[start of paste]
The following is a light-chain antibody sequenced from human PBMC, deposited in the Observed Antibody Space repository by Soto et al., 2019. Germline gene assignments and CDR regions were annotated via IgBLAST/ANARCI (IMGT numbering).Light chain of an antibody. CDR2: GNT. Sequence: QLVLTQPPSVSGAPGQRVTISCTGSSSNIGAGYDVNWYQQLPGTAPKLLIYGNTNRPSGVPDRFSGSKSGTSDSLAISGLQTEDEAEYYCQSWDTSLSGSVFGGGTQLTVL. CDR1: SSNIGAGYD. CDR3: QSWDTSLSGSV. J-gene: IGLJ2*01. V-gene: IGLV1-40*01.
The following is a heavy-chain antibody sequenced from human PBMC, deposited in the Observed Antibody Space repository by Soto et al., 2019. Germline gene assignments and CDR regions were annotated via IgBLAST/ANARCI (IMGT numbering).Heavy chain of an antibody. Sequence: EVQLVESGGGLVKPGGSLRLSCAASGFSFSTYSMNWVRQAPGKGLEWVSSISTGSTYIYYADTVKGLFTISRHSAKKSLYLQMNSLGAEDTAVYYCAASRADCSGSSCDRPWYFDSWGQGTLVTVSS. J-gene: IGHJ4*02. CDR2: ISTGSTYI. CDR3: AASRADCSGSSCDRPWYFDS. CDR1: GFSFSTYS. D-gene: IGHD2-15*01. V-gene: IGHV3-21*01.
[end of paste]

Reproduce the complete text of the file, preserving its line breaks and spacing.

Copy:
The following is a light-chain antibody sequenced from human PBMC, deposited in the Observed Antibody Space repository by Soto et al., 2019. Germline gene assignments and CDR regions were annotated via IgBLAST/ANARCI (IMGT numbering).Light chain of an antibody. CDR2: GNT. Sequence: QLVLTQPPSVSGAPGQRVTISCTGSSSNIGAGYDVNWYQQLPGTAPKLLIYGNTNRPSGVPDRFSGSKSGTSDSLAISGLQTEDEAEYYCQSWDTSLSGSVFGGGTQLTVL. CDR1: SSNIGAGYD. CDR3: QSWDTSLSGSV. J-gene: IGLJ2*01. V-gene: IGLV1-40*01.
The following is a heavy-chain antibody sequenced from human PBMC, deposited in the Observed Antibody Space repository by Soto et al., 2019. Germline gene assignments and CDR regions were annotated via IgBLAST/ANARCI (IMGT numbering).Heavy chain of an antibody. Sequence: EVQLVESGGGLVKPGGSLRLSCAASGFSFSTYSMNWVRQAPGKGLEWVSSISTGSTYIYYADTVKGLFTISRHSAKKSLYLQMNSLGAEDTAVYYCAASRADCSGSSCDRPWYFDSWGQGTLVTVSS. J-gene: IGHJ4*02. CDR2: ISTGSTYI. CDR3: AASRADCSGSSCDRPWYFDS. CDR1: GFSFSTYS. D-gene: IGHD2-15*01. V-gene: IGHV3-21*01.